The Emperor's Bridge Campaign

TO HONOR THE LIFE + ADVANCE THE LEGACY OF EMPEROR NORTON

RESEARCH • EDUCATION • ADVOCACY

Filtering by Category: Tributes

The Emperor Norton Rooms of 1961

In spring 1961, two establishments opened in San Francisco.

One was a hotel bar on Geary Street. The other was a lunch spot and cocktail lounge on Maiden Lane.

Both were less than two blocks from Union Square.

One was created by a designer who went on to be celebrated in the pages of the Architectural Digest. It had an "Emperor Norton" doorman. And, per Herb Caen, it once was host to Jack Dempsey and Lefty O'Doul — sharing a bowl of peanuts on the same night.

The other was home to a new portrait of the Emperor commissioned by the San Francisco Chronicle.

Both were called the Emperor Norton Room.

Here’s the intriguing story of two Nortonian stars that briefly rose and just as quickly fell in the same San Francisco season.

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Emperor Norton Plaque Restored; Site Eyed for Reinstallation at New Transbay Center

A well-known and fondly regarded Emperor Norton plaque created in 1939 most recently was installed at San Francisco’s old Transbay Terminal for 34 years — from November 1986 until the terminal was prepared for demolition in late 2010.

The weathered bronze plaque has been out of the public view for the last 8 years. But, recently, the plaque was lovingly restored — and plans are moving forward to reinstall the plaque at the new Transbay Transit Center.

Read on for a photograph of the plaque as most have never seen it — and for details on the location now being eyed for this rare and wonderful tribute to the Emperor.

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Herb Caen's "Norton Bridge" Campaign of 1947 (And the 1960 Letter from Berkeley That Watered the Seed)

Did you know that the longstanding call to name the San Francisco-Oakland Bay Bridge after Emperor Norton traces part of its pedigree to legendary San Francisco Chronicle columnist Herb Caen?

Exactly 70 years ago — in what may be some of the earliest published statements of the idea that a San Francisco Bay-spanning bridge should bear the name of the Emperor — Caen, with some persistence, called for a planned "second Bay Bridge" to be named the "Norton Bridge." 

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Naming of Meadow in Golden Gate Park Would Set a Helpful Precedent for Emperor Norton Bridge Effort

There is a proposal afoot to name the Sharon Meadow, in San Francisco's Golden Gate Park, for the late comedian and actor Robin Williams. The rationale being used strengthens the case for naming the San Francisco-Oakland Bay Bridge for Emperor Norton. 

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What Ever Happened to the Plaque of '59?

In 1959, "the Society of California Pioneers in cooperation with the San Francisco Chronicle" proposed an Emperor Norton memorial plaque at the intersection of California Street and Grant Avenue — where the Emperor collapsed and died on 8 January 1880. A design for the plaque was created by Hubert Buel, the Chronicle's art director. Indeed, the design and text for the plaque were approved by resolution of the San Francisco Arts Commission on 1 June 1959.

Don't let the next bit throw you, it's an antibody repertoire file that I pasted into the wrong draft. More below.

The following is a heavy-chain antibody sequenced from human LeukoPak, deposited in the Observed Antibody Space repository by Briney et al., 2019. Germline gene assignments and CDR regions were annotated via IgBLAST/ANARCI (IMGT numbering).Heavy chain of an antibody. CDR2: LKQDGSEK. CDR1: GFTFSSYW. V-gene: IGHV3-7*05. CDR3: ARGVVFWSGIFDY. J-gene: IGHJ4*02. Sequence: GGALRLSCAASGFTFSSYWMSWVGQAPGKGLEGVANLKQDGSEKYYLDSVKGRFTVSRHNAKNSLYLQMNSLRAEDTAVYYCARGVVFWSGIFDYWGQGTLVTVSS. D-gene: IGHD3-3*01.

And yet, today, there is no Emperor Norton plaque at California and Grant. In fact, it appears that the project never made it before the San Francisco Board of Supervisors — which typically would have to have given final approval for a project like this in order for it to move forward.

How did an Emperor Norton plaque with the collaborative backing of two storied institutions like the Society of California Pioneers and the San Francisco Chronicle get pushed off the tracks — and who did the job? 

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A True San Franciscan, or, What Tony Bennett and Emperor Norton Have in Common

Today, in celebration of his 90th birthday, Tony Bennett was on hand in San Francisco to receive a well-deserved tribute: the unveiling of a larger-than-life statue of him in front of the Fairmont Hotel, where he made his San Francisco debut in 1954 — and where he introduced his immortal signature song, "I Left My Heart in San Francisco," in 1961.

Bennett was given the tribute because — although he wasn't born in San Francisco, and although he never lived here — he was a true San Franciscan.

Emperor Norton is another gentleman who — like Tony Bennett — became a true San Franciscan by loving the city and being loved in return.

It is long past time for Emperor Norton to be honored with a tribute that rises to the level. A tribute that recognizes the Emperor for setting out the original vision for the San Francisco-Oakland Bay Bridge and for being one of the earliest champions of the values of openness, tolerance, fair play and the common good that came to be identified with San Francisco, Oakland and the Bay Area — and that celebrates him for doing all of this with the whimsical and irrepressible style that is the hallmark of his adopted city. 

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The Emperor Norton Sundae: Vintage Ghirardelli Menus Edition

For at least 50 years, it appears, the Ghirardelli Chocolate Company featured on the menu of its shops an Emperor Norton Sundae. Ghirardelli discontinued the Emperor Norton in 2004, possibly earlier but evidence of the Emperor remains in this little collection of Ghirardelli menus from the 1960s, '70s and '80s.

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